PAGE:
mrwells2 wrote:

When reverse factoring a^6 - b^6 to (a^3 - b^3) (a^3 + b^3) how do you come to the conclusion that a^3 must equal either b^3 or -b^3 ? Is this a rule that can be applied when factoring any equation? Or just applicable because the equation is = 0 ?

the equation equals to zero whenever that happen... it's like having (x-3)(x+2)=0 the equation yields zero when x=3 [(3-3)(3+2)=0] or when x=-2 (plug in) here we are doing the same thing but with letters. In particular whenever \(a^3=|b^3|\) then our equation will hold true because the result will be zero.

mrwells2 wrote:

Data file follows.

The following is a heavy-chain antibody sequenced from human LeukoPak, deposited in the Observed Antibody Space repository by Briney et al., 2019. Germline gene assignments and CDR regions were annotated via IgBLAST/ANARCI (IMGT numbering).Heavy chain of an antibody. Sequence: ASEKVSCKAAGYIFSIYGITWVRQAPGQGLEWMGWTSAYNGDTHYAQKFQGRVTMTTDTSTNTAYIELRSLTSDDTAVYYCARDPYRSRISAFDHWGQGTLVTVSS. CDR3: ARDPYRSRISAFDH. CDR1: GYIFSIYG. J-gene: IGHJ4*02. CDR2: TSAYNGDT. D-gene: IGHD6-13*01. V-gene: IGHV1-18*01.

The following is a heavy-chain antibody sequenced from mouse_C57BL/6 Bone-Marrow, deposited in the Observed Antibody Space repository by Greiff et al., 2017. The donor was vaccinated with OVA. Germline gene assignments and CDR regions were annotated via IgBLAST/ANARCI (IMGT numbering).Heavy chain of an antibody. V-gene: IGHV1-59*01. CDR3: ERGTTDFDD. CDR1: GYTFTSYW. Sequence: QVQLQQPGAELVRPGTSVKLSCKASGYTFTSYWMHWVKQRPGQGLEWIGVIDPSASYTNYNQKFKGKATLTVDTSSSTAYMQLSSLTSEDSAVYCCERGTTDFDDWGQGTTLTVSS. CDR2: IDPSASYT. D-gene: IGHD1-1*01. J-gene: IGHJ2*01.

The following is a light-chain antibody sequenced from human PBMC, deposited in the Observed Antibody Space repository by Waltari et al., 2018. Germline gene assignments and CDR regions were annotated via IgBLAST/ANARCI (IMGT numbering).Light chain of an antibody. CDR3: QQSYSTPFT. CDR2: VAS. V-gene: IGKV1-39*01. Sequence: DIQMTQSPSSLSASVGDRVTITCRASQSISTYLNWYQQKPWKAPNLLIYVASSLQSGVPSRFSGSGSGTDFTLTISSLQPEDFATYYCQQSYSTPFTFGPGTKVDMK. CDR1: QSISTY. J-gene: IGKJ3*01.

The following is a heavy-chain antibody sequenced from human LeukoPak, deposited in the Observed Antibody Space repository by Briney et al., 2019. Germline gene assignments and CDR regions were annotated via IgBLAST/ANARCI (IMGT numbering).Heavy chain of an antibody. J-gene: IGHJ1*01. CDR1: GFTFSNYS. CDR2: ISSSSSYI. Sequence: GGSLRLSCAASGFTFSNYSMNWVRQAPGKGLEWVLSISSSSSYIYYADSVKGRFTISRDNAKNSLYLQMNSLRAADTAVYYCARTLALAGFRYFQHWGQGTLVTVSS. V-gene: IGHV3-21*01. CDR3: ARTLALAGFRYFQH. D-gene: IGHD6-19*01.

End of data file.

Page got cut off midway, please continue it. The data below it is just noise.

Does Statement #2 verify the assumption that a^3 = -b^3 ?

statement two says that a and b have opposit sign, refer back to our two solutions and check what happens whenever a and b have opposite sign (odd exponents don't hide the sign).

If \(a^3=-b^3 ------> a^3+b^3=0 ------> (a^3-b^3)(0)=0\) the equation is valid.

mrwells2 wrote:

Based on statement two you can infer that a is positive and that b is negative.

Therefore (a^3 -(-b)^3) = positive number or 2(a)^3.

And that (a^3 + (-b)^3) = 0 ?

it doesn't necessarely have to be b the negative one. ab<0 case1: a=-ve b=+ve case2: a=+ve b=-ve (and viceversa)

ab<0 tells us that the variables have opposite sign and that they are different from zero.

Hope it shoves some haze away. Let me know.

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